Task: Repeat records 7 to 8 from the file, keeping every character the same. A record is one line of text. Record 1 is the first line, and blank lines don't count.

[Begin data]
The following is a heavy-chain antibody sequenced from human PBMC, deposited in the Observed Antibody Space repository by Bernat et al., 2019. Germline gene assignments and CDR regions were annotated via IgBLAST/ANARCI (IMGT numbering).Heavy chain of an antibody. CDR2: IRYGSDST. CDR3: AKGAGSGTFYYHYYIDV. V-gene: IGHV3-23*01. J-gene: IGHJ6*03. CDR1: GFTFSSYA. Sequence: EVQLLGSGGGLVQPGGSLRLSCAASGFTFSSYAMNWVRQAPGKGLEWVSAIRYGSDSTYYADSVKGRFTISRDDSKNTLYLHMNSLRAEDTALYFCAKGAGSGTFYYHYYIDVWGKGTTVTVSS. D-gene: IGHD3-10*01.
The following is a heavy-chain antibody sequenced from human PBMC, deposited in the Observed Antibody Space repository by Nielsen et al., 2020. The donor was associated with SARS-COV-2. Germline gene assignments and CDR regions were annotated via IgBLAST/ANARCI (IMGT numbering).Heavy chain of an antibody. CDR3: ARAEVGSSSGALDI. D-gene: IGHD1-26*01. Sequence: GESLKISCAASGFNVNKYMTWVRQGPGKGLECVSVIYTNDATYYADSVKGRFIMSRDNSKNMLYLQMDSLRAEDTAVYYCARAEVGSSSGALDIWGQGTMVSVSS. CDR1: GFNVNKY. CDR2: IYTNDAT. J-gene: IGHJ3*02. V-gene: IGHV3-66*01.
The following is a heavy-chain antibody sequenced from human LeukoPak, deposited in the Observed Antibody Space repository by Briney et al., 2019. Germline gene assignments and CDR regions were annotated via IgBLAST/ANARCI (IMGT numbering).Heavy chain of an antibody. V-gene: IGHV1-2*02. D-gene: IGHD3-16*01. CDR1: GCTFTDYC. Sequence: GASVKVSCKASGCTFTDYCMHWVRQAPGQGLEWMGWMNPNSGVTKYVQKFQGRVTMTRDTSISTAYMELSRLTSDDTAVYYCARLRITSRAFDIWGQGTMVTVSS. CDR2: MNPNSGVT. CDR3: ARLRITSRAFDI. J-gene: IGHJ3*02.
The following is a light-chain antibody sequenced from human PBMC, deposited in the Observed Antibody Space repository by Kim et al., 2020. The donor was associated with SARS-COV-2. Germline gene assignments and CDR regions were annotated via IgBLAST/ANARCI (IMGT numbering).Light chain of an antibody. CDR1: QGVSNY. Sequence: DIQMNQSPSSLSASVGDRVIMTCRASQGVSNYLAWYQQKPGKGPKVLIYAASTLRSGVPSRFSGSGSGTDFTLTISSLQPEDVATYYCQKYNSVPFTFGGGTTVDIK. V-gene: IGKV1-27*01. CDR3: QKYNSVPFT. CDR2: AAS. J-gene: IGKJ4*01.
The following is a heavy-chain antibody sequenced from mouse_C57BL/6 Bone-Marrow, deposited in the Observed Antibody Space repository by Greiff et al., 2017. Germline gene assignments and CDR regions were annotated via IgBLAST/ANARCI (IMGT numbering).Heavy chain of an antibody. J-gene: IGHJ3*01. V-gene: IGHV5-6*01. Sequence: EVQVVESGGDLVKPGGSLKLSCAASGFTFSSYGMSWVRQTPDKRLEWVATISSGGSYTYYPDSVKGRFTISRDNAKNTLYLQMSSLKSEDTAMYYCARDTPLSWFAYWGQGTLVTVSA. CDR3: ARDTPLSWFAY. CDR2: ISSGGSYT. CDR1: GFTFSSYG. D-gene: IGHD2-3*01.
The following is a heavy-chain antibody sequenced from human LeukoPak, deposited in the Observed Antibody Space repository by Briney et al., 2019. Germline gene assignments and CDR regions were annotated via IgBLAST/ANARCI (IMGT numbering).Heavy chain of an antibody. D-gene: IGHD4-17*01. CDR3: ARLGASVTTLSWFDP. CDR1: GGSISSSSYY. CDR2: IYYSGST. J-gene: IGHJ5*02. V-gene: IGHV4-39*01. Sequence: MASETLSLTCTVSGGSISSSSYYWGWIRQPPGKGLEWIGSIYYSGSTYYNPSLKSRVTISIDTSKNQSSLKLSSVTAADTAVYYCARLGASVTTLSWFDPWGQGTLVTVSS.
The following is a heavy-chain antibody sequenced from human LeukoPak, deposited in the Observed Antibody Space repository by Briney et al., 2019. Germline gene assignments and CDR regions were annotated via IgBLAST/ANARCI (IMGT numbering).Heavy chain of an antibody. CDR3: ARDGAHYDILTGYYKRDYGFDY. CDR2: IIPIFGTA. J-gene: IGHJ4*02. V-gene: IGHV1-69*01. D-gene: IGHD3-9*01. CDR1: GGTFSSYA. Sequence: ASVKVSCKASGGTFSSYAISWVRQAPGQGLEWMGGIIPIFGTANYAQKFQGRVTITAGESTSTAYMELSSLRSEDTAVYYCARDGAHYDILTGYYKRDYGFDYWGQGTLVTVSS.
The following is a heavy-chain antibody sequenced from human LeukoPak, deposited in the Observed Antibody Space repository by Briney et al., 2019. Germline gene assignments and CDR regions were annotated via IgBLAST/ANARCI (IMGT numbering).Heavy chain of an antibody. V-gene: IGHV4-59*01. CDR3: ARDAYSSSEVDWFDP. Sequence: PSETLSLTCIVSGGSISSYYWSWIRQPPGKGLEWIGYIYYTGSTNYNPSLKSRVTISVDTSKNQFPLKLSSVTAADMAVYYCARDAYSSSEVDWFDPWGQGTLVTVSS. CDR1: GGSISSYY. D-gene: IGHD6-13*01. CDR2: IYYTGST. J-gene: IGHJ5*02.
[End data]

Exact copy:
The following is a heavy-chain antibody sequenced from human LeukoPak, deposited in the Observed Antibody Space repository by Briney et al., 2019. Germline gene assignments and CDR regions were annotated via IgBLAST/ANARCI (IMGT numbering).Heavy chain of an antibody. CDR3: ARDGAHYDILTGYYKRDYGFDY. CDR2: IIPIFGTA. J-gene: IGHJ4*02. V-gene: IGHV1-69*01. D-gene: IGHD3-9*01. CDR1: GGTFSSYA. Sequence: ASVKVSCKASGGTFSSYAISWVRQAPGQGLEWMGGIIPIFGTANYAQKFQGRVTITAGESTSTAYMELSSLRSEDTAVYYCARDGAHYDILTGYYKRDYGFDYWGQGTLVTVSS.
The following is a heavy-chain antibody sequenced from human LeukoPak, deposited in the Observed Antibody Space repository by Briney et al., 2019. Germline gene assignments and CDR regions were annotated via IgBLAST/ANARCI (IMGT numbering).Heavy chain of an antibody. V-gene: IGHV4-59*01. CDR3: ARDAYSSSEVDWFDP. Sequence: PSETLSLTCIVSGGSISSYYWSWIRQPPGKGLEWIGYIYYTGSTNYNPSLKSRVTISVDTSKNQFPLKLSSVTAADMAVYYCARDAYSSSEVDWFDPWGQGTLVTVSS. CDR1: GGSISSYY. D-gene: IGHD6-13*01. CDR2: IYYTGST. J-gene: IGHJ5*02.